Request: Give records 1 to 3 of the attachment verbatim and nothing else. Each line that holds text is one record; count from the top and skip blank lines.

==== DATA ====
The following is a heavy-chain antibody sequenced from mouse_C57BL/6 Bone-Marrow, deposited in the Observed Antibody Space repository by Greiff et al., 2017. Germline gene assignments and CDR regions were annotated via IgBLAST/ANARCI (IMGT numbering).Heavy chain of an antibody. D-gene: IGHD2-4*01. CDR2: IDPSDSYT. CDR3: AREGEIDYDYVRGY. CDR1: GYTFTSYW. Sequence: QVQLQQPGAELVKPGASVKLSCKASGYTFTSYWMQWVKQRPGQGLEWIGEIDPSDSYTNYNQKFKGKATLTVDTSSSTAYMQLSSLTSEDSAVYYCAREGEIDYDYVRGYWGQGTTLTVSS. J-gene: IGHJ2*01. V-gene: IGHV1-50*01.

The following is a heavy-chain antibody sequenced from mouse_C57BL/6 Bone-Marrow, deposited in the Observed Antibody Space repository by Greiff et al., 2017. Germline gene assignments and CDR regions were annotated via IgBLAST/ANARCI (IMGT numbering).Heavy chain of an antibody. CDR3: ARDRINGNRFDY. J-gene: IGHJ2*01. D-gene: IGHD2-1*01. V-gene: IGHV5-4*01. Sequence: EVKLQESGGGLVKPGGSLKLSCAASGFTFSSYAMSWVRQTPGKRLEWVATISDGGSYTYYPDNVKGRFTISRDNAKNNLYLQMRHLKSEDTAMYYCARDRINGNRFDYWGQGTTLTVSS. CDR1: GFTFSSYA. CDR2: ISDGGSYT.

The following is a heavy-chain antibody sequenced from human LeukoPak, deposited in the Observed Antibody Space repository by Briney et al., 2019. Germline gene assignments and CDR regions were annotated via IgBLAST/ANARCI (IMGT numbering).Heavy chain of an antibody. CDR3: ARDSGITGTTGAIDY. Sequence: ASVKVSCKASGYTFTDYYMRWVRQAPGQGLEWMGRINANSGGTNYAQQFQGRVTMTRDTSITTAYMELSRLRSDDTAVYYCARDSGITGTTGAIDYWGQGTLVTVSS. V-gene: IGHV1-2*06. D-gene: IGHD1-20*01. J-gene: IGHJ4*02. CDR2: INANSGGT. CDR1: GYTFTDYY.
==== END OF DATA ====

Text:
The following is a heavy-chain antibody sequenced from mouse_C57BL/6 Bone-Marrow, deposited in the Observed Antibody Space repository by Greiff et al., 2017. Germline gene assignments and CDR regions were annotated via IgBLAST/ANARCI (IMGT numbering).Heavy chain of an antibody. D-gene: IGHD2-4*01. CDR2: IDPSDSYT. CDR3: AREGEIDYDYVRGY. CDR1: GYTFTSYW. Sequence: QVQLQQPGAELVKPGASVKLSCKASGYTFTSYWMQWVKQRPGQGLEWIGEIDPSDSYTNYNQKFKGKATLTVDTSSSTAYMQLSSLTSEDSAVYYCAREGEIDYDYVRGYWGQGTTLTVSS. J-gene: IGHJ2*01. V-gene: IGHV1-50*01.

The following is a heavy-chain antibody sequenced from mouse_C57BL/6 Bone-Marrow, deposited in the Observed Antibody Space repository by Greiff et al., 2017. Germline gene assignments and CDR regions were annotated via IgBLAST/ANARCI (IMGT numbering).Heavy chain of an antibody. CDR3: ARDRINGNRFDY. J-gene: IGHJ2*01. D-gene: IGHD2-1*01. V-gene: IGHV5-4*01. Sequence: EVKLQESGGGLVKPGGSLKLSCAASGFTFSSYAMSWVRQTPGKRLEWVATISDGGSYTYYPDNVKGRFTISRDNAKNNLYLQMRHLKSEDTAMYYCARDRINGNRFDYWGQGTTLTVSS. CDR1: GFTFSSYA. CDR2: ISDGGSYT.

The following is a heavy-chain antibody sequenced from human LeukoPak, deposited in the Observed Antibody Space repository by Briney et al., 2019. Germline gene assignments and CDR regions were annotated via IgBLAST/ANARCI (IMGT numbering).Heavy chain of an antibody. CDR3: ARDSGITGTTGAIDY. Sequence: ASVKVSCKASGYTFTDYYMRWVRQAPGQGLEWMGRINANSGGTNYAQQFQGRVTMTRDTSITTAYMELSRLRSDDTAVYYCARDSGITGTTGAIDYWGQGTLVTVSS. V-gene: IGHV1-2*06. D-gene: IGHD1-20*01. J-gene: IGHJ4*02. CDR2: INANSGGT. CDR1: GYTFTDYY.